At a press conference yesterday in Madison, the Poarch Band of Creek Indians announced that they have awarded a $250,000 grant to Madison Visionary Partners. The funding will go towards building a senior wing at the new Madison Community Center.
Melanie Thornton, Executive Director of Madison Visionary Partners (MVP), expressed her gratitude towards the tribe, thanking them for their support of the city’s seniors.
“We are so thankful to the Poarch Band of Creek Indians for recognizing the impact that the Center will have on our senior citizens’ quality of life,” said Melanie Thornton, Executive Director of Madison Visionary Partners (MVP). “Thanks to this investment from the Tribe, our city’s growing senior population will have access to high-quality programs and services.”
PBCI Tribal Chair & CEO, Stephanie A. Bryan, said that the tribe’s culture of revering seniors played a role in the decision to award the grant.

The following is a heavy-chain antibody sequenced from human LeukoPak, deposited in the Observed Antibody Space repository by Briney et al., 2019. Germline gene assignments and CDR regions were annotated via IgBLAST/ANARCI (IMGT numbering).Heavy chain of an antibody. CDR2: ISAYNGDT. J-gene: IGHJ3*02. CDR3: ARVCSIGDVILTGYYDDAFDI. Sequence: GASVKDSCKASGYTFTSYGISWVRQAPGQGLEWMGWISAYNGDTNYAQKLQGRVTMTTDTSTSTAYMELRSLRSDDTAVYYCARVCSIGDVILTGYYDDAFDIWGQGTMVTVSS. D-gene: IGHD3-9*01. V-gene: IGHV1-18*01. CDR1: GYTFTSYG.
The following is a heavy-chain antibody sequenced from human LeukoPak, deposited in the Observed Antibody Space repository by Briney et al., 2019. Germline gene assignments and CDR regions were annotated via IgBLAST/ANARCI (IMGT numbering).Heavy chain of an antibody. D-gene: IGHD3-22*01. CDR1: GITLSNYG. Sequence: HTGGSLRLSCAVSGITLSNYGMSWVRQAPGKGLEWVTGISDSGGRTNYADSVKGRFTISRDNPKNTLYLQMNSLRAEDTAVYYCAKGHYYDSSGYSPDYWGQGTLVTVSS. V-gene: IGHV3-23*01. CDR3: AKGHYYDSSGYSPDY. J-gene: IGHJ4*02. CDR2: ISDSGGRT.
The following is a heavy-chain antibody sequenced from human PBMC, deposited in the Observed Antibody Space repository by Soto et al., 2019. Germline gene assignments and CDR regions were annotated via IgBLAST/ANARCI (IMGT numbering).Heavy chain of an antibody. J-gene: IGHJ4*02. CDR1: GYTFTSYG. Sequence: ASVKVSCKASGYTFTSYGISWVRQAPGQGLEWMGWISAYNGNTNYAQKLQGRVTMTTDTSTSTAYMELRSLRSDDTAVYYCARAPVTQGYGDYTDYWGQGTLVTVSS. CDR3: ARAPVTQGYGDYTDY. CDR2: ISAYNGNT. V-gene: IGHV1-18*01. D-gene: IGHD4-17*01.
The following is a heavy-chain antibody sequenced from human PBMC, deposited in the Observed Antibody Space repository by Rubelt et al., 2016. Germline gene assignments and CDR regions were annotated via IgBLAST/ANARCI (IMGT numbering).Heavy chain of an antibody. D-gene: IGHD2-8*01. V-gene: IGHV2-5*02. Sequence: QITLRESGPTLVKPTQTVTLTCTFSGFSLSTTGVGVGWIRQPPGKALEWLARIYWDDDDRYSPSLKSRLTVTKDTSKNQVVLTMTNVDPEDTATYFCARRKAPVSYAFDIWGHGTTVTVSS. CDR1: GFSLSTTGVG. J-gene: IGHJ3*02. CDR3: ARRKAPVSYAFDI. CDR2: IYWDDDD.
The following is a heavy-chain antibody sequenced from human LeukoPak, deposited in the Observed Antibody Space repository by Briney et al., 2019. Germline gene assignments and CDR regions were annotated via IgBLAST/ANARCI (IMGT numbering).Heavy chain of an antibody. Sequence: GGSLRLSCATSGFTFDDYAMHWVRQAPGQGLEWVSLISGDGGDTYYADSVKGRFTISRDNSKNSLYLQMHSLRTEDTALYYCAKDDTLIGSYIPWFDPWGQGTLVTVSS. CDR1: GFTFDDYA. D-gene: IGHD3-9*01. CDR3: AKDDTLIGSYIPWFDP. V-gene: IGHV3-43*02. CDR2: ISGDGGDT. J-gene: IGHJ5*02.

“In our Indian culture, seniors are highly valued and respected, and they play an active role in the life of our community,” stated Bryan. “It is very important to us that we support seniors and help provide ways for them to continue to live active, healthy lives and maintain their connections to others and to their community.”
“We are honored to be able to be part of this truly visionary project.”
Madison Mayor Paul Finley showed appreciation for the PBCI and Madison Visionary Partners for their combined efforts to make the senior wing a reality.
“We are incredibly grateful to the Poarch Band of Creek Indians for their support and donation to our Community Center; a project that directly benefits the quality of life for all residents in the City of Madison,” said Finley. “We also appreciate Madison Visionary Partners continued efforts in leading our Community Center Capital Campaign, they are truly making a positive impact.”
The 34,000 square foot Madison Community Center, which is scheduled to open later this year, will house the city’s “Meals on Wheels” program, as well as multiple meeting rooms, arts and craft spaces, a music room, and a multi-use gym for Madison’s special needs community.
The center is on the former site of the Three Springs juvenile facility, which the city purchased in 2020.
Austen Shipley is a staff writer for Yellowhammer News.